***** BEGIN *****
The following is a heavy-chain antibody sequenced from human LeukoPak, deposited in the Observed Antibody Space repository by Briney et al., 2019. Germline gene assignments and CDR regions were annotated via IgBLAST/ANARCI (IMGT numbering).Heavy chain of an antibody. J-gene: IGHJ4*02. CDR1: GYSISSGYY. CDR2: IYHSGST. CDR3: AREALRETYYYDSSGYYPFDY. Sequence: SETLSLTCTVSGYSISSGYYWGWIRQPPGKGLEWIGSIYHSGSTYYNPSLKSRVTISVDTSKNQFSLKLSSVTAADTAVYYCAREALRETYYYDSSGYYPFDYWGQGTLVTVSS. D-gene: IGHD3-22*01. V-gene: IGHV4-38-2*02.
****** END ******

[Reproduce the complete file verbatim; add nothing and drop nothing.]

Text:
The following is a heavy-chain antibody sequenced from human LeukoPak, deposited in the Observed Antibody Space repository by Briney et al., 2019. Germline gene assignments and CDR regions were annotated via IgBLAST/ANARCI (IMGT numbering).Heavy chain of an antibody. J-gene: IGHJ4*02. CDR1: GYSISSGYY. CDR2: IYHSGST. CDR3: AREALRETYYYDSSGYYPFDY. Sequence: SETLSLTCTVSGYSISSGYYWGWIRQPPGKGLEWIGSIYHSGSTYYNPSLKSRVTISVDTSKNQFSLKLSSVTAADTAVYYCAREALRETYYYDSSGYYPFDYWGQGTLVTVSS. D-gene: IGHD3-22*01. V-gene: IGHV4-38-2*02.